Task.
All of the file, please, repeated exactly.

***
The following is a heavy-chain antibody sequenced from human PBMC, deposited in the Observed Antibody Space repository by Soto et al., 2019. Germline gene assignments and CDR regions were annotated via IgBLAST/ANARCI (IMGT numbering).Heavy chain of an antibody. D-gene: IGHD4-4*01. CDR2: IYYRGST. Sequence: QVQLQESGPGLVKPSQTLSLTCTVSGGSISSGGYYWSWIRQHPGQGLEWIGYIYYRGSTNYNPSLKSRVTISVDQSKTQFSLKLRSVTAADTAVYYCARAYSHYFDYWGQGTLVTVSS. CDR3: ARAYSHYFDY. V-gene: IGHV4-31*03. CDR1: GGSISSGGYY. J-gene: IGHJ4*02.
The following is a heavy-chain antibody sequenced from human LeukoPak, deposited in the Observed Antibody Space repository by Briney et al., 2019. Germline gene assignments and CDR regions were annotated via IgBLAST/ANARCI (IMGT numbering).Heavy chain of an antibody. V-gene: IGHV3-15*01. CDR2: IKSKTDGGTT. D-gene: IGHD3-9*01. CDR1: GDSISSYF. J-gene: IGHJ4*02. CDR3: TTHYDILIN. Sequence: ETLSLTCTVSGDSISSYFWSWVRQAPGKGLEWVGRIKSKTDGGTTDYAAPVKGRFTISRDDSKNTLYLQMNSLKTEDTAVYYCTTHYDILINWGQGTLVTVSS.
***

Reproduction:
The following is a heavy-chain antibody sequenced from human PBMC, deposited in the Observed Antibody Space repository by Soto et al., 2019. Germline gene assignments and CDR regions were annotated via IgBLAST/ANARCI (IMGT numbering).Heavy chain of an antibody. D-gene: IGHD4-4*01. CDR2: IYYRGST. Sequence: QVQLQESGPGLVKPSQTLSLTCTVSGGSISSGGYYWSWIRQHPGQGLEWIGYIYYRGSTNYNPSLKSRVTISVDQSKTQFSLKLRSVTAADTAVYYCARAYSHYFDYWGQGTLVTVSS. CDR3: ARAYSHYFDY. V-gene: IGHV4-31*03. CDR1: GGSISSGGYY. J-gene: IGHJ4*02.
The following is a heavy-chain antibody sequenced from human LeukoPak, deposited in the Observed Antibody Space repository by Briney et al., 2019. Germline gene assignments and CDR regions were annotated via IgBLAST/ANARCI (IMGT numbering).Heavy chain of an antibody. V-gene: IGHV3-15*01. CDR2: IKSKTDGGTT. D-gene: IGHD3-9*01. CDR1: GDSISSYF. J-gene: IGHJ4*02. CDR3: TTHYDILIN. Sequence: ETLSLTCTVSGDSISSYFWSWVRQAPGKGLEWVGRIKSKTDGGTTDYAAPVKGRFTISRDDSKNTLYLQMNSLKTEDTAVYYCTTHYDILINWGQGTLVTVSS.